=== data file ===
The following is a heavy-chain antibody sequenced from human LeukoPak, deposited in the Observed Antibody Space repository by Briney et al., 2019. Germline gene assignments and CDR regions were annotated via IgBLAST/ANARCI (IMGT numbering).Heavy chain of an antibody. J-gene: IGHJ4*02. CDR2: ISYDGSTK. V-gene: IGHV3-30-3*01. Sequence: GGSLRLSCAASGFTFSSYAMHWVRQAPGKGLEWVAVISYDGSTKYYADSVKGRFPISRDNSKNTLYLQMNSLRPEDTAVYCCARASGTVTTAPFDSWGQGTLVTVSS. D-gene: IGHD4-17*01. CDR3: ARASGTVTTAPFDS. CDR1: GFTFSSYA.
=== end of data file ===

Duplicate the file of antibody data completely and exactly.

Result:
The following is a heavy-chain antibody sequenced from human LeukoPak, deposited in the Observed Antibody Space repository by Briney et al., 2019. Germline gene assignments and CDR regions were annotated via IgBLAST/ANARCI (IMGT numbering).Heavy chain of an antibody. J-gene: IGHJ4*02. CDR2: ISYDGSTK. V-gene: IGHV3-30-3*01. Sequence: GGSLRLSCAASGFTFSSYAMHWVRQAPGKGLEWVAVISYDGSTKYYADSVKGRFPISRDNSKNTLYLQMNSLRPEDTAVYCCARASGTVTTAPFDSWGQGTLVTVSS. D-gene: IGHD4-17*01. CDR3: ARASGTVTTAPFDS. CDR1: GFTFSSYA.